'Captain Marvel' Review
Captain Marvel successfully tells a female superhero origin story with the MCU formula.
Release Date: March 8, 2019
MPAA Rating: PG-13
Carol Danvers becomes one of the universe’s most powerful heroes when Earth is caught in the middle of a galactic war between two alien races.
Director: Anna Boden, Ryan Fleck
Screenwriters: Anna Boden, Ryan Fleck, Geneva Robertson-Dworet, Nicole Perlman, Meg LeFauve
Producers: Kevin Feige
Cast: Brie Larson (Carol Danvers/Vers/Captain Marvel), Samuel L. Jackson (Nick Fury), Ben Mendelsohn (Talos/Keller), Jude Law (Yon-Rogg), Annette Bening (Supreme Intelligence/Mar-Vell)
Editor: Debbie Berman, Elliot Graham
Cinematographer: Ben Davis
Production Designer: Andy Nicholson
Casting Director: Sarah Finn
Music Score: Pinar Toprak
At a time when the Marvel Cinematic Universe (MCU) is undergoing a major transition, it only makes sense for a film like Captain Marvel to arrive. With Brie Larson (Short Term 12, Kong: Skull Island) leading the charge, the film pushes the MCU forward and sets it up for a wider berth of stories. At times Captain Marvel does have some of the same flaws that the earlier Marvel films do (underdeveloped villain, inconsistent tone) but it still succeeds way more often than it falters. Most importantly, it gives superhero films yet another example of how diversity in casting and storytelling can deliver the same thrills and excitement albeit with fresh faces.
Captain Marvel puts its own spin on the origin story by catching up with Starforce agent Vers as she begins her first mission. Under the tutelage of Yon Rogg (eXistenZ’s Jude Law), Vers has learned to harness photon energy to shoot blasts from her hands and launch into the sky. But when that first mission goes wrong, and Vers ends up on Earth circa 1995, she starts to learn more about the life she can no longer remember. And once Samuel L. Jackson’s younger and more naïve Nick Fury enters the picture, the early remnants of the Avengers start to take form.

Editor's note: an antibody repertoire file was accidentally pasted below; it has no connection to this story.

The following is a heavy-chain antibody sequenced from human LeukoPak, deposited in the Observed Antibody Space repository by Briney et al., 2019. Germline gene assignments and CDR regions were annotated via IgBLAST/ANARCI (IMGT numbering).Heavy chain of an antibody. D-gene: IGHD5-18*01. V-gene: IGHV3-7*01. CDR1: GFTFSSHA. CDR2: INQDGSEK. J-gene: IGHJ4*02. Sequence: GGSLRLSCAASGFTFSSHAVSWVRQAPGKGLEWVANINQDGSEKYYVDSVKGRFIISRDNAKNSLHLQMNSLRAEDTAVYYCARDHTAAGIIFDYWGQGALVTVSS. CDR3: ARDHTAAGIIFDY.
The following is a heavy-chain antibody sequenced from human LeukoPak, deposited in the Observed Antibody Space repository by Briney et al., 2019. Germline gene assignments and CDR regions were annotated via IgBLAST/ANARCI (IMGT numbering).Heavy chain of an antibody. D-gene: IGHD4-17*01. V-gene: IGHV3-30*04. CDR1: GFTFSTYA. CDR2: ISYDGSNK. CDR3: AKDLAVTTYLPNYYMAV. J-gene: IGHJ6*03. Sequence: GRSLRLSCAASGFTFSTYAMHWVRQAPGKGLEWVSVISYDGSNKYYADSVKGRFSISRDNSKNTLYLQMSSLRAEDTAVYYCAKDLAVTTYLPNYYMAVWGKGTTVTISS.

As with most Marvel movies, it’s best to go into Captain Marvel knowing as little as possible. Writer/directors Anna Boden and Ryan Fleck (the pair responsible for It’s Kind of a Funny Story and Half Nelson), along with screenwriting contributions from Geneva Robertson-Dworet (Tomb Raider), Nicole Perlman (Guardians of the Galaxy), and Meg LeFauve (Inside Out), are able to craft a story that is surprising and inventive. It subverts expectations in a way that fits well with previously established Marvel tropes, and that informs Captain Marvel’s development as a character. The film is an adventure as only Marvel seems to be capable of delivering.
Arguably the key pieces of Captain Marvel are Larson and Jackson who, after several movies together now, have a great rapport. There’s genuine buddy chemistry to their scenes that help give new layers to Nick Fury’s character and grounds this female superhero who is extremely powerful. Without the two, Captain Marvel arguably would have fallen flat, but it sings as a result.
The film’s only real misstep is the amnesiac story diminishes some of the conflict. So much is made of the fact that Vers doesn’t know her identity that when things start to come together, it’s too late to define what’s what. Again, it’s hard to talk about that without spoiling some of the film’s best elements, but by no means is that a deal breaker. It just would have been nice to see Marvel land a villain for Captain Marvel, since she is a character who is supposed to usher in a new era for these movies.
Nevertheless, Captain Marvel is an easy hit for the MCU thanks to its spectacular cast, fun dialogue, and bold vision. The film is never preachy even though it has a lot of weight on its shoulders and it lets Captain Marvel the character be just as kick-ass and funny as any other hero. If Brie Larson is to become one of the new figureheads of the Marvel Cinematic Universe, then the future is in good hands.
Even if you don’t care about the Captain Marvel story or what it means for the MCU, the action in the film is plenty enjoyable, well-choreographed with some fun comedic beats thrown in for good measure. It has big, effects-driven set pieces and smaller, more intimate fight sequences, all of which are convincing and exciting. Captain Marvel is a badass, and the action serves to emphasize that. It even has those big, “she finally understands her powers” moments that will have audiences cheering.